Termites can damage a home in as little as a day. Notice we did not say how much damage? A mature colony of termites can consume the amount of wood it takes to make one board foot of a 2×4 in just 24 hours. That’s a lot of damage. The sort of good news is that it takes upwards of four years for a newly developed termite colony to reach the population level to do that level of damage. We did say, “Sort of,” which means your home could still be in danger.
The Dangerous “thing” about Termites
Termites are not a direct threat to humans. That means they don’t spread disease, but they may drop a house on you – your own. The real danger from a termite infestation is building instability. Termite damage is often unseen. They like to set up home in places where they are seldom disturbed. That means the foundation timbers, wall timbers, and sometimes even the wood that supports your roof. In buildings where the infestation has gone on for a long while, termites may also consume wood furniture.
Signs of Termite Damage
Maybe it is that soft spot in the living room that you notice or the fact that the kitchen door is sometimes hard to close. Those little clues maybe the house settling or it may be structural instability caused by the weakening of supporting timbers. Sadly, if you are noticing this level of damage by merely walking across your living room floor, then the damage is likely pretty bad. It takes about three years of chewing for noticeable damage to occur.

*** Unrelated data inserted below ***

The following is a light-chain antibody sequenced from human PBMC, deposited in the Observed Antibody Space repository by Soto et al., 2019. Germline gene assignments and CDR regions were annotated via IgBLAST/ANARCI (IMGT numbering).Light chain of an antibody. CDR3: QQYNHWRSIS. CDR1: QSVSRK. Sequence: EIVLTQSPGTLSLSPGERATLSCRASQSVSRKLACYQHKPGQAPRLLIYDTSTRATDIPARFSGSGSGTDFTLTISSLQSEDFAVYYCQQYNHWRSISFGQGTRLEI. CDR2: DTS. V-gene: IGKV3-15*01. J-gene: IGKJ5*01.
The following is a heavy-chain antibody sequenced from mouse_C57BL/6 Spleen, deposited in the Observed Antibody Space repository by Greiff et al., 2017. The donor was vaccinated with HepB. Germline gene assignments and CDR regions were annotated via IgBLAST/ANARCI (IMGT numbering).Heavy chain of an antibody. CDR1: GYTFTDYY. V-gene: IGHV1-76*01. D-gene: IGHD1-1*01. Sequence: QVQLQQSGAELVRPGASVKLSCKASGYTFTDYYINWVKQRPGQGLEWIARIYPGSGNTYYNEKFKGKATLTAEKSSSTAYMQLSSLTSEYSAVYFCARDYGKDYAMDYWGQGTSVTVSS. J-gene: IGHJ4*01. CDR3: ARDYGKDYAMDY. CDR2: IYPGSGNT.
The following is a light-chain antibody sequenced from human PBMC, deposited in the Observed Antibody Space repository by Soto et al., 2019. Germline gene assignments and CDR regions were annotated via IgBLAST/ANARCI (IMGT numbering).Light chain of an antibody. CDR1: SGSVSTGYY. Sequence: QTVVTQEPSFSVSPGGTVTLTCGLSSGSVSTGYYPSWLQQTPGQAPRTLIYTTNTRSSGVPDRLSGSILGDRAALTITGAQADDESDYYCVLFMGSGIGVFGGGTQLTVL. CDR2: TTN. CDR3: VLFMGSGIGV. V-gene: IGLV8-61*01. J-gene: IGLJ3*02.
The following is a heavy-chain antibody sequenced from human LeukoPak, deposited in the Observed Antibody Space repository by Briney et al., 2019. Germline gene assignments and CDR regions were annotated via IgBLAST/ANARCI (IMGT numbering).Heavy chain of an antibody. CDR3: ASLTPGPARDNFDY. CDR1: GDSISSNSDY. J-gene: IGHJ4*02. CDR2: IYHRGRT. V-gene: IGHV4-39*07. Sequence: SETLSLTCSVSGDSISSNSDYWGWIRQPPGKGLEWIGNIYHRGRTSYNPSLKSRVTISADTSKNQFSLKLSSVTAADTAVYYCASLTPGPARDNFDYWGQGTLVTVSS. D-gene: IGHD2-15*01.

The cost across the US is around $2 Billion per year to address damage caused by termites. However, while that dollar amount is staggering, termites are only one type of insects that destroys wood. Some of the other insects that damage homes include carpenter ants. Thes large ants chew galleries in wood to make a colony. Unlike termites, they do not eat wood. They excavate by chewing and then hollow out supporting timbers in walls and along with foundations.
Maybe It is Not Termites?
Another problem insect is a large group of bark beetles. These beetles can be very tiny or quite large, and they burrow around under the bark of trees. Lumber comes from trees and sometimes that lumber contains bark beetle eggs which then bore through the wood to emerge. A close cousin of the bark beetle is the wood-boring beetle. These are more of an issue than bark beetles. They are more likely to be found in new construction, and their tunneling can cause wood instability. Carpenter Bees are another insect that destroys wood. These large bees drill into untreated wood to make nesting cavities. They can ruin support timbers, decking materials, fences, and roof eaves.
If you have concerns about the safety of your home or think there may be damage to the house’s frame, give us a call. We are happy to answer your questions, provide an estimate, or site inspection. We work with property owners and commercial clients throughout the greater Austin Area.